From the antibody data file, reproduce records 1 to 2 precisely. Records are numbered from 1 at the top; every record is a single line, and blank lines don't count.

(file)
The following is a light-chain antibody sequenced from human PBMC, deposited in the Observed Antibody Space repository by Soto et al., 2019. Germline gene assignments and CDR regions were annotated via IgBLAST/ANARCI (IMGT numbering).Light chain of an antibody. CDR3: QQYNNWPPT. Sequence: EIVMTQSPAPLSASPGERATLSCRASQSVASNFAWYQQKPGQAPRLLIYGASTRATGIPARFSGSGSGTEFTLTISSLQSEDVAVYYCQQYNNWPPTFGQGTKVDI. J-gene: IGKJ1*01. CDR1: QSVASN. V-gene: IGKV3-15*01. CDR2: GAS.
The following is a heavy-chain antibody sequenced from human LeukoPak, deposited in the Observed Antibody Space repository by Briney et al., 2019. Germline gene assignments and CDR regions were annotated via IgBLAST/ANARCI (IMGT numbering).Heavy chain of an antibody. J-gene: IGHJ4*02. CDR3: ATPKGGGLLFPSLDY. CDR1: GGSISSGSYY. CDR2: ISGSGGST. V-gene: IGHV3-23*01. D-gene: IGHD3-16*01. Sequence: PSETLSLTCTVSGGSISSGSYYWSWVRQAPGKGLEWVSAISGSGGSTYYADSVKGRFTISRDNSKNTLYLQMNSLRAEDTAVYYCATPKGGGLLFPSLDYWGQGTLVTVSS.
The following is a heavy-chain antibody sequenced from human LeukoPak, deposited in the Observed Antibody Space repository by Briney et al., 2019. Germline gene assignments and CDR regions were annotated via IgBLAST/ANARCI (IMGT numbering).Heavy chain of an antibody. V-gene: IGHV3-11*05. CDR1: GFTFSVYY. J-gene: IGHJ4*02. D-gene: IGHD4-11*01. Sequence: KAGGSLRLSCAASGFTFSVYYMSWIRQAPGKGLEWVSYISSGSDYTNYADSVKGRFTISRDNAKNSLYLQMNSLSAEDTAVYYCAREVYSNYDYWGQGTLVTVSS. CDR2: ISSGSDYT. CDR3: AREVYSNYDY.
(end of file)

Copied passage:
The following is a light-chain antibody sequenced from human PBMC, deposited in the Observed Antibody Space repository by Soto et al., 2019. Germline gene assignments and CDR regions were annotated via IgBLAST/ANARCI (IMGT numbering).Light chain of an antibody. CDR3: QQYNNWPPT. Sequence: EIVMTQSPAPLSASPGERATLSCRASQSVASNFAWYQQKPGQAPRLLIYGASTRATGIPARFSGSGSGTEFTLTISSLQSEDVAVYYCQQYNNWPPTFGQGTKVDI. J-gene: IGKJ1*01. CDR1: QSVASN. V-gene: IGKV3-15*01. CDR2: GAS.
The following is a heavy-chain antibody sequenced from human LeukoPak, deposited in the Observed Antibody Space repository by Briney et al., 2019. Germline gene assignments and CDR regions were annotated via IgBLAST/ANARCI (IMGT numbering).Heavy chain of an antibody. J-gene: IGHJ4*02. CDR3: ATPKGGGLLFPSLDY. CDR1: GGSISSGSYY. CDR2: ISGSGGST. V-gene: IGHV3-23*01. D-gene: IGHD3-16*01. Sequence: PSETLSLTCTVSGGSISSGSYYWSWVRQAPGKGLEWVSAISGSGGSTYYADSVKGRFTISRDNSKNTLYLQMNSLRAEDTAVYYCATPKGGGLLFPSLDYWGQGTLVTVSS.